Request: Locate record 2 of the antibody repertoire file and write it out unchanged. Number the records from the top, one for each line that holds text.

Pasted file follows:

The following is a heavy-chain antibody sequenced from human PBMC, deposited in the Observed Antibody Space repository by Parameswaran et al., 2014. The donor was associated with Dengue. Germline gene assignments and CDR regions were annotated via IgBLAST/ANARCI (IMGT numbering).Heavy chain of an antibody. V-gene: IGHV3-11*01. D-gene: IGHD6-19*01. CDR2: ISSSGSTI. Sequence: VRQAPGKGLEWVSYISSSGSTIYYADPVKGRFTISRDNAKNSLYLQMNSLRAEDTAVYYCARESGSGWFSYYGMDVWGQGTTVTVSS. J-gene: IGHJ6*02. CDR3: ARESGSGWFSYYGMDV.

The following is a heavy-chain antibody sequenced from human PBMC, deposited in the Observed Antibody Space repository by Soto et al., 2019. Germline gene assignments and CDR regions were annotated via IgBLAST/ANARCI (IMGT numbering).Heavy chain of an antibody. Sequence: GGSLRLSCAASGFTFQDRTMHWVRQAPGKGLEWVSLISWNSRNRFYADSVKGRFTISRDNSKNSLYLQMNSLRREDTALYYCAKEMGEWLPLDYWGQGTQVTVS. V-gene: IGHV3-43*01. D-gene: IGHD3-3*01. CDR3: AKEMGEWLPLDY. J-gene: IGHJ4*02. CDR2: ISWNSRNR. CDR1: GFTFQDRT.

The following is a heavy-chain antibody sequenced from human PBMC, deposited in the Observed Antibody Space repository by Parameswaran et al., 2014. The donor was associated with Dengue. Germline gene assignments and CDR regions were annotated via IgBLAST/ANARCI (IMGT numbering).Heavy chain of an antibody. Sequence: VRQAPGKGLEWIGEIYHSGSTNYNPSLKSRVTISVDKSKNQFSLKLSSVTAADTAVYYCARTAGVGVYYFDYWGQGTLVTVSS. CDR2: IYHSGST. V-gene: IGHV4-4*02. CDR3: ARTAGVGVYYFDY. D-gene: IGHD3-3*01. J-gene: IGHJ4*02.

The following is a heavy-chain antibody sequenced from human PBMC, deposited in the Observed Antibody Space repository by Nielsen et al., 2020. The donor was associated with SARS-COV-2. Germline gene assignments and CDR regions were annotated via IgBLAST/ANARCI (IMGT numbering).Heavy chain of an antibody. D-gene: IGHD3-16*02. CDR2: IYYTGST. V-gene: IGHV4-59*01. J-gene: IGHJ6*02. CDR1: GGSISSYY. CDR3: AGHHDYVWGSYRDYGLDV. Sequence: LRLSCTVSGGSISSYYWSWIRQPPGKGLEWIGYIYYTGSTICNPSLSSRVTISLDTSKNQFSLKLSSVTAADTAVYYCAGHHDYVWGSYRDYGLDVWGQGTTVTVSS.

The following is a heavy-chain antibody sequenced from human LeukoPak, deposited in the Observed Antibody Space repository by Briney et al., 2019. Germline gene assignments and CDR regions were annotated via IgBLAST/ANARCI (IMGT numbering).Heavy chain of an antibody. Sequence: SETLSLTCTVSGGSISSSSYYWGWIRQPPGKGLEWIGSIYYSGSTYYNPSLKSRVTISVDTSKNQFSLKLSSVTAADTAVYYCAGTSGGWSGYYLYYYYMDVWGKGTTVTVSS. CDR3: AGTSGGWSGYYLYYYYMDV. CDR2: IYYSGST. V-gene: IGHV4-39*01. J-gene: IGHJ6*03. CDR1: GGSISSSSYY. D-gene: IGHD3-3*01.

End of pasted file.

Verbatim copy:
The following is a heavy-chain antibody sequenced from human PBMC, deposited in the Observed Antibody Space repository by Soto et al., 2019. Germline gene assignments and CDR regions were annotated via IgBLAST/ANARCI (IMGT numbering).Heavy chain of an antibody. Sequence: GGSLRLSCAASGFTFQDRTMHWVRQAPGKGLEWVSLISWNSRNRFYADSVKGRFTISRDNSKNSLYLQMNSLRREDTALYYCAKEMGEWLPLDYWGQGTQVTVS. V-gene: IGHV3-43*01. D-gene: IGHD3-3*01. CDR3: AKEMGEWLPLDY. J-gene: IGHJ4*02. CDR2: ISWNSRNR. CDR1: GFTFQDRT.